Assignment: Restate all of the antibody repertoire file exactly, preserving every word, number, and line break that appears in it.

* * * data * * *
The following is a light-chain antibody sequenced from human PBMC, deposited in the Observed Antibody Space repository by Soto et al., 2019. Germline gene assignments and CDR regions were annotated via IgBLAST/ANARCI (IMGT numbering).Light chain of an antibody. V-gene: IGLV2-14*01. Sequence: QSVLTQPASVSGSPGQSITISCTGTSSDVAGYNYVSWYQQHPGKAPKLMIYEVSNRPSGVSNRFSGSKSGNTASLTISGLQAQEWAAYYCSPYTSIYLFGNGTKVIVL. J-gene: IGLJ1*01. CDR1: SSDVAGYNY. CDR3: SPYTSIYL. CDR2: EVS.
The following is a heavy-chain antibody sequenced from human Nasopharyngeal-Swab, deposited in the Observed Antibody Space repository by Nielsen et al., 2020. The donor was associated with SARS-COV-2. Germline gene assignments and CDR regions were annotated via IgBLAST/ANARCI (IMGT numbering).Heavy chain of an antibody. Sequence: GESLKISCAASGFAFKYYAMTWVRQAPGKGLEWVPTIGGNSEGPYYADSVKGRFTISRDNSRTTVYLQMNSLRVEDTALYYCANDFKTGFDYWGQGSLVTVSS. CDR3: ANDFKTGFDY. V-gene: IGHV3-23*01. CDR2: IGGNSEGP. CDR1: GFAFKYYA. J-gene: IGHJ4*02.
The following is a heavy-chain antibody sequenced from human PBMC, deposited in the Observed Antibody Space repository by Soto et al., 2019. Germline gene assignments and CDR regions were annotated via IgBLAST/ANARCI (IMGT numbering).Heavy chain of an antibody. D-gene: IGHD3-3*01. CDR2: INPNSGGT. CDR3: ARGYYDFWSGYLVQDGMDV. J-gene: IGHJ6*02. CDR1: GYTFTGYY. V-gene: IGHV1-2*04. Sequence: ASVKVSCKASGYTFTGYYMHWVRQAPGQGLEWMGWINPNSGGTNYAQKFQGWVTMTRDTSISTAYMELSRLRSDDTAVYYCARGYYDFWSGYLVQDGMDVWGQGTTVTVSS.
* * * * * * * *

The following is a light-chain antibody sequenced from human PBMC, deposited in the Observed Antibody Space repository by Soto et al., 2019. Germline gene assignments and CDR regions were annotated via IgBLAST/ANARCI (IMGT numbering).Light chain of an antibody. V-gene: IGLV2-14*01. Sequence: QSVLTQPASVSGSPGQSITISCTGTSSDVAGYNYVSWYQQHPGKAPKLMIYEVSNRPSGVSNRFSGSKSGNTASLTISGLQAQEWAAYYCSPYTSIYLFGNGTKVIVL. J-gene: IGLJ1*01. CDR1: SSDVAGYNY. CDR3: SPYTSIYL. CDR2: EVS.
The following is a heavy-chain antibody sequenced from human Nasopharyngeal-Swab, deposited in the Observed Antibody Space repository by Nielsen et al., 2020. The donor was associated with SARS-COV-2. Germline gene assignments and CDR regions were annotated via IgBLAST/ANARCI (IMGT numbering).Heavy chain of an antibody. Sequence: GESLKISCAASGFAFKYYAMTWVRQAPGKGLEWVPTIGGNSEGPYYADSVKGRFTISRDNSRTTVYLQMNSLRVEDTALYYCANDFKTGFDYWGQGSLVTVSS. CDR3: ANDFKTGFDY. V-gene: IGHV3-23*01. CDR2: IGGNSEGP. CDR1: GFAFKYYA. J-gene: IGHJ4*02.
The following is a heavy-chain antibody sequenced from human PBMC, deposited in the Observed Antibody Space repository by Soto et al., 2019. Germline gene assignments and CDR regions were annotated via IgBLAST/ANARCI (IMGT numbering).Heavy chain of an antibody. D-gene: IGHD3-3*01. CDR2: INPNSGGT. CDR3: ARGYYDFWSGYLVQDGMDV. J-gene: IGHJ6*02. CDR1: GYTFTGYY. V-gene: IGHV1-2*04. Sequence: ASVKVSCKASGYTFTGYYMHWVRQAPGQGLEWMGWINPNSGGTNYAQKFQGWVTMTRDTSISTAYMELSRLRSDDTAVYYCARGYYDFWSGYLVQDGMDVWGQGTTVTVSS.